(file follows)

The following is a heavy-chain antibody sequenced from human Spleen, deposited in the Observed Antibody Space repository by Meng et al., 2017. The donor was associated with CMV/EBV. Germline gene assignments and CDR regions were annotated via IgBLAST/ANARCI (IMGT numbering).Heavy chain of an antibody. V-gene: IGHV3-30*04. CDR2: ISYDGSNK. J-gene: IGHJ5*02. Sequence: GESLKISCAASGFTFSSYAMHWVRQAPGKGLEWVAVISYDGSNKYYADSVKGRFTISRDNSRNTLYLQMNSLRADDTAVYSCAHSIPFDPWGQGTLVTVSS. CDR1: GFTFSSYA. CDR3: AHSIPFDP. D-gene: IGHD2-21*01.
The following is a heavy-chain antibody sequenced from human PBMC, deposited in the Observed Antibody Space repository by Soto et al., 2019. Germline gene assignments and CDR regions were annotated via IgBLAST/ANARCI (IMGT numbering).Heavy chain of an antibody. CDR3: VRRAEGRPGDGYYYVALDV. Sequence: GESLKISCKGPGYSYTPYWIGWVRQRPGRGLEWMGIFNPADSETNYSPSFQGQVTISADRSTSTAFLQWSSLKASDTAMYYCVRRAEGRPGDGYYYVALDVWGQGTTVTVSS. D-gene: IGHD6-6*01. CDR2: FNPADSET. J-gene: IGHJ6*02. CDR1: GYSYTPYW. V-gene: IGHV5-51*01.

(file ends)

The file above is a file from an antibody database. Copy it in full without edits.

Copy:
The following is a heavy-chain antibody sequenced from human Spleen, deposited in the Observed Antibody Space repository by Meng et al., 2017. The donor was associated with CMV/EBV. Germline gene assignments and CDR regions were annotated via IgBLAST/ANARCI (IMGT numbering).Heavy chain of an antibody. V-gene: IGHV3-30*04. CDR2: ISYDGSNK. J-gene: IGHJ5*02. Sequence: GESLKISCAASGFTFSSYAMHWVRQAPGKGLEWVAVISYDGSNKYYADSVKGRFTISRDNSRNTLYLQMNSLRADDTAVYSCAHSIPFDPWGQGTLVTVSS. CDR1: GFTFSSYA. CDR3: AHSIPFDP. D-gene: IGHD2-21*01.
The following is a heavy-chain antibody sequenced from human PBMC, deposited in the Observed Antibody Space repository by Soto et al., 2019. Germline gene assignments and CDR regions were annotated via IgBLAST/ANARCI (IMGT numbering).Heavy chain of an antibody. CDR3: VRRAEGRPGDGYYYVALDV. Sequence: GESLKISCKGPGYSYTPYWIGWVRQRPGRGLEWMGIFNPADSETNYSPSFQGQVTISADRSTSTAFLQWSSLKASDTAMYYCVRRAEGRPGDGYYYVALDVWGQGTTVTVSS. D-gene: IGHD6-6*01. CDR2: FNPADSET. J-gene: IGHJ6*02. CDR1: GYSYTPYW. V-gene: IGHV5-51*01.